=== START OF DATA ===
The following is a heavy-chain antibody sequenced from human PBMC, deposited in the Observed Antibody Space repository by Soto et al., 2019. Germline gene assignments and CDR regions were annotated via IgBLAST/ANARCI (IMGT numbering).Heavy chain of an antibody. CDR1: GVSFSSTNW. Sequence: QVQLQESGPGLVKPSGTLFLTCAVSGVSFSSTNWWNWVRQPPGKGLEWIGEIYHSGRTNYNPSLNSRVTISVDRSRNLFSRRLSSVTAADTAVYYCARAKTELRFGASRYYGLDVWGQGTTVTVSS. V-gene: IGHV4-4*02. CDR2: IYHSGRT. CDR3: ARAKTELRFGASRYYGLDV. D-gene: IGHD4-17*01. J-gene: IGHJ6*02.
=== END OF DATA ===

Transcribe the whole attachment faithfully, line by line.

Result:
The following is a heavy-chain antibody sequenced from human PBMC, deposited in the Observed Antibody Space repository by Soto et al., 2019. Germline gene assignments and CDR regions were annotated via IgBLAST/ANARCI (IMGT numbering).Heavy chain of an antibody. CDR1: GVSFSSTNW. Sequence: QVQLQESGPGLVKPSGTLFLTCAVSGVSFSSTNWWNWVRQPPGKGLEWIGEIYHSGRTNYNPSLNSRVTISVDRSRNLFSRRLSSVTAADTAVYYCARAKTELRFGASRYYGLDVWGQGTTVTVSS. V-gene: IGHV4-4*02. CDR2: IYHSGRT. CDR3: ARAKTELRFGASRYYGLDV. D-gene: IGHD4-17*01. J-gene: IGHJ6*02.